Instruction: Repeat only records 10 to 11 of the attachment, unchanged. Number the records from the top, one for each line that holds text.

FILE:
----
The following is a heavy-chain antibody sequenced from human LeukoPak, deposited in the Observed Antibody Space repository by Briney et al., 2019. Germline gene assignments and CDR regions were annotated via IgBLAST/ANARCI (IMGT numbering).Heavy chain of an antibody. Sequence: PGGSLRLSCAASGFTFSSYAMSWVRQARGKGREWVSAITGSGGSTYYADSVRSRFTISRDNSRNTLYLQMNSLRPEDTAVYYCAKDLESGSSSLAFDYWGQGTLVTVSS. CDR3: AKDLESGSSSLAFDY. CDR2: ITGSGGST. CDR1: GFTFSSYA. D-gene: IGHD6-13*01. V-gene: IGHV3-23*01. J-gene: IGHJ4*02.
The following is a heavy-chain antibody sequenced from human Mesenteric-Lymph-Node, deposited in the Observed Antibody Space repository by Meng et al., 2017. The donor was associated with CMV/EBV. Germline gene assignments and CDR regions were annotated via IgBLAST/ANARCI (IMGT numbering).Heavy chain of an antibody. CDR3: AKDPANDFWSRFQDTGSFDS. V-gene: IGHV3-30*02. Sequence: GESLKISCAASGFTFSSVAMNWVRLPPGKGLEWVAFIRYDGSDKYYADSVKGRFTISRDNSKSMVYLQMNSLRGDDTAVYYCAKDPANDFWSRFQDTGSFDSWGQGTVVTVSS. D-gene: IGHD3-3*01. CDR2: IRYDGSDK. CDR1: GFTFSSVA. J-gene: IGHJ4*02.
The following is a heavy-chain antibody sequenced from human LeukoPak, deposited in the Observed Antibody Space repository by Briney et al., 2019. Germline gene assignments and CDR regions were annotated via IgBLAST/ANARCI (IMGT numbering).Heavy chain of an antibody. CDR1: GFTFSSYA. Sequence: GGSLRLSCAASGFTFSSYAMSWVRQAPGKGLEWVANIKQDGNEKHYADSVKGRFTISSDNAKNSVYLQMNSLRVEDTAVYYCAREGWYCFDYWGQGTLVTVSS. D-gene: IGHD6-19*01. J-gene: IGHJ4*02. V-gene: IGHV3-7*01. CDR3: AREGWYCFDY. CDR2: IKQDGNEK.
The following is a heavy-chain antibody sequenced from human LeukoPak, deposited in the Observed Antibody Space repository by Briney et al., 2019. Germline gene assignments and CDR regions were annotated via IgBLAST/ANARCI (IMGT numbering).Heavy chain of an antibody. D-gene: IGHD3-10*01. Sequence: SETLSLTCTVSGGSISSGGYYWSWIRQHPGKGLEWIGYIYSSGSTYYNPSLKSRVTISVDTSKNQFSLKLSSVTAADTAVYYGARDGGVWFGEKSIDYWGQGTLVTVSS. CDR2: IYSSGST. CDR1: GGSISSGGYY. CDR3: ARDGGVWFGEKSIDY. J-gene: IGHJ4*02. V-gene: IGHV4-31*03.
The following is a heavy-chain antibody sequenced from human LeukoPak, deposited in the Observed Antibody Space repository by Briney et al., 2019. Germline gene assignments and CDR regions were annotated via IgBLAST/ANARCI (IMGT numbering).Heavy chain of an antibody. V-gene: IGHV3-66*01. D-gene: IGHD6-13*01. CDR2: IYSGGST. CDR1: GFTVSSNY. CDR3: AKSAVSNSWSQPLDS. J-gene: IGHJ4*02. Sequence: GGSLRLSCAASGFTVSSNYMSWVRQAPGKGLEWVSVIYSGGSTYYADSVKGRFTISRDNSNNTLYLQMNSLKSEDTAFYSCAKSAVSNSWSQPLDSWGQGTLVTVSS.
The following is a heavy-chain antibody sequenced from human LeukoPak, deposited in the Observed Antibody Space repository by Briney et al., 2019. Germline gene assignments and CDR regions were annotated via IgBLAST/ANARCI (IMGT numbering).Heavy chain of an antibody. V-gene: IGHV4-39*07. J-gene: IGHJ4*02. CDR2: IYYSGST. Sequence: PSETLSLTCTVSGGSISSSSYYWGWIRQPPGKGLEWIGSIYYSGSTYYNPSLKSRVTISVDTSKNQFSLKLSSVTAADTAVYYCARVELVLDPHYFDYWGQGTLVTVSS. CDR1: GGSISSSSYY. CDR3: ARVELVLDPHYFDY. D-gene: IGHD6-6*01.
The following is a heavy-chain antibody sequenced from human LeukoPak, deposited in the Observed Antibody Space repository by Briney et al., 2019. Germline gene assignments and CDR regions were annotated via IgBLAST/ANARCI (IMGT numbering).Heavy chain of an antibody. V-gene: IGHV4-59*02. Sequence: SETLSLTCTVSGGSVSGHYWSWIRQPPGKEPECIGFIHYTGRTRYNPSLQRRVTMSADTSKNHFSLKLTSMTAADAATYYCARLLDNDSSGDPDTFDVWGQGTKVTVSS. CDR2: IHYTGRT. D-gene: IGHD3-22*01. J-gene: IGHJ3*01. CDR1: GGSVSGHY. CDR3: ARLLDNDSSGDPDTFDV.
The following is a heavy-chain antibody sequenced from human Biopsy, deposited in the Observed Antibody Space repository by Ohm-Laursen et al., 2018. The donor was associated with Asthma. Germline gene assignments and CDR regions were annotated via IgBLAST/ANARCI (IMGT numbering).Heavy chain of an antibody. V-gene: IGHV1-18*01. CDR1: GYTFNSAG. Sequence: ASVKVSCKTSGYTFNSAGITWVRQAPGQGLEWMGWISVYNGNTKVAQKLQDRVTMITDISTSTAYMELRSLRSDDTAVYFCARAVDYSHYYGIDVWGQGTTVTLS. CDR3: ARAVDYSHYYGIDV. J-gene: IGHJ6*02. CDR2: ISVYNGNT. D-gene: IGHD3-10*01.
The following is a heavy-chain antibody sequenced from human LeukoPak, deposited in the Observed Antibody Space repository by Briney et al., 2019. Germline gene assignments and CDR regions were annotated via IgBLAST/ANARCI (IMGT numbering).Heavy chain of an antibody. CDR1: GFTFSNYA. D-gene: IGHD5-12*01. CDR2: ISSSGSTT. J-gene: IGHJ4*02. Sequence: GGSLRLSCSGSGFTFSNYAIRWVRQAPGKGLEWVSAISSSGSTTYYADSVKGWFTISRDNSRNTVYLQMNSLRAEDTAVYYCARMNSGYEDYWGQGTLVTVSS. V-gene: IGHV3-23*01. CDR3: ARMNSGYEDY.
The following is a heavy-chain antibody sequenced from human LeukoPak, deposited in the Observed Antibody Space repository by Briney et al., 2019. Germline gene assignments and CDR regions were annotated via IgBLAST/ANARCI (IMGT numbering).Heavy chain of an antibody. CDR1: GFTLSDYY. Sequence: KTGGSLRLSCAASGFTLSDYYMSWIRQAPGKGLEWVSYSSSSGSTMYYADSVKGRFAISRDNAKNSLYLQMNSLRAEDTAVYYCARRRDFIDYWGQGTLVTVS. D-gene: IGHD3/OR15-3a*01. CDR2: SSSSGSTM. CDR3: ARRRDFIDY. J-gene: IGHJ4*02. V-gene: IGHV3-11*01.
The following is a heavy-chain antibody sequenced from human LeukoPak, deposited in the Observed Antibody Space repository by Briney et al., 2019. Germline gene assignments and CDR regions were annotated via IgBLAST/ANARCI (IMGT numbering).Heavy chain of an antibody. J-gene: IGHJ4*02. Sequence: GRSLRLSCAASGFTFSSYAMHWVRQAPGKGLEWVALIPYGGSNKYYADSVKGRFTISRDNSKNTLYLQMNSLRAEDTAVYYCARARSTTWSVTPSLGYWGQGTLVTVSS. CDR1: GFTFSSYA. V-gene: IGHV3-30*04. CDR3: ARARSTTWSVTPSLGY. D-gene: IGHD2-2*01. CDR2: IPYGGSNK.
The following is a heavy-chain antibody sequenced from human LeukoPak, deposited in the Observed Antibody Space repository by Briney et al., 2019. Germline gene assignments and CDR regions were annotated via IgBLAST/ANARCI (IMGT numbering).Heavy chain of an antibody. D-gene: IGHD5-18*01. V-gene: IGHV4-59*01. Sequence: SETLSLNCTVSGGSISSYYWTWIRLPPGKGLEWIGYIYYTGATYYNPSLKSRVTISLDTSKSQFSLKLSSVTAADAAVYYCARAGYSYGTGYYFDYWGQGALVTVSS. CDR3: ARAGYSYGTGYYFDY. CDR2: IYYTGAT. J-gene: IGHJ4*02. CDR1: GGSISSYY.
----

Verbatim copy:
The following is a heavy-chain antibody sequenced from human LeukoPak, deposited in the Observed Antibody Space repository by Briney et al., 2019. Germline gene assignments and CDR regions were annotated via IgBLAST/ANARCI (IMGT numbering).Heavy chain of an antibody. CDR1: GFTLSDYY. Sequence: KTGGSLRLSCAASGFTLSDYYMSWIRQAPGKGLEWVSYSSSSGSTMYYADSVKGRFAISRDNAKNSLYLQMNSLRAEDTAVYYCARRRDFIDYWGQGTLVTVS. D-gene: IGHD3/OR15-3a*01. CDR2: SSSSGSTM. CDR3: ARRRDFIDY. J-gene: IGHJ4*02. V-gene: IGHV3-11*01.
The following is a heavy-chain antibody sequenced from human LeukoPak, deposited in the Observed Antibody Space repository by Briney et al., 2019. Germline gene assignments and CDR regions were annotated via IgBLAST/ANARCI (IMGT numbering).Heavy chain of an antibody. J-gene: IGHJ4*02. Sequence: GRSLRLSCAASGFTFSSYAMHWVRQAPGKGLEWVALIPYGGSNKYYADSVKGRFTISRDNSKNTLYLQMNSLRAEDTAVYYCARARSTTWSVTPSLGYWGQGTLVTVSS. CDR1: GFTFSSYA. V-gene: IGHV3-30*04. CDR3: ARARSTTWSVTPSLGY. D-gene: IGHD2-2*01. CDR2: IPYGGSNK.